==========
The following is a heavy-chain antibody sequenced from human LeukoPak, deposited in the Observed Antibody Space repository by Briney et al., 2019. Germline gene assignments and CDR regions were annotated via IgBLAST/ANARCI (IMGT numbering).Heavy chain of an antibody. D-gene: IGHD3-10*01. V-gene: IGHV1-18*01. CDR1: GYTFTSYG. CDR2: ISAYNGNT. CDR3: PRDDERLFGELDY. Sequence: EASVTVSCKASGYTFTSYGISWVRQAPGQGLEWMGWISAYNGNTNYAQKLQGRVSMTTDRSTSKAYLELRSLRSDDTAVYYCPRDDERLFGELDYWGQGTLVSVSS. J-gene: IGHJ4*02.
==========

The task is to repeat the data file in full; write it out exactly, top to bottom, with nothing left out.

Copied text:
The following is a heavy-chain antibody sequenced from human LeukoPak, deposited in the Observed Antibody Space repository by Briney et al., 2019. Germline gene assignments and CDR regions were annotated via IgBLAST/ANARCI (IMGT numbering).Heavy chain of an antibody. D-gene: IGHD3-10*01. V-gene: IGHV1-18*01. CDR1: GYTFTSYG. CDR2: ISAYNGNT. CDR3: PRDDERLFGELDY. Sequence: EASVTVSCKASGYTFTSYGISWVRQAPGQGLEWMGWISAYNGNTNYAQKLQGRVSMTTDRSTSKAYLELRSLRSDDTAVYYCPRDDERLFGELDYWGQGTLVSVSS. J-gene: IGHJ4*02.